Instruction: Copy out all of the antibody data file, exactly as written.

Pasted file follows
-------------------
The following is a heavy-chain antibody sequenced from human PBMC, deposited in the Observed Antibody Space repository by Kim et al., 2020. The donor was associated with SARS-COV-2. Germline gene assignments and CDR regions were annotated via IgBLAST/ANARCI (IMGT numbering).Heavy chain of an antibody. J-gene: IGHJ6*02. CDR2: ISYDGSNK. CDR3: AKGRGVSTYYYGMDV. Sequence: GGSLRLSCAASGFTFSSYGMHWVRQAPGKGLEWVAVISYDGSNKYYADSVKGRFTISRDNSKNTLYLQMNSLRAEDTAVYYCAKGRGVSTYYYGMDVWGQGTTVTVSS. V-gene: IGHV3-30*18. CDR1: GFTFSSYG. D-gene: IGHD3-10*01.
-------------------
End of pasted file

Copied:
The following is a heavy-chain antibody sequenced from human PBMC, deposited in the Observed Antibody Space repository by Kim et al., 2020. The donor was associated with SARS-COV-2. Germline gene assignments and CDR regions were annotated via IgBLAST/ANARCI (IMGT numbering).Heavy chain of an antibody. J-gene: IGHJ6*02. CDR2: ISYDGSNK. CDR3: AKGRGVSTYYYGMDV. Sequence: GGSLRLSCAASGFTFSSYGMHWVRQAPGKGLEWVAVISYDGSNKYYADSVKGRFTISRDNSKNTLYLQMNSLRAEDTAVYYCAKGRGVSTYYYGMDVWGQGTTVTVSS. V-gene: IGHV3-30*18. CDR1: GFTFSSYG. D-gene: IGHD3-10*01.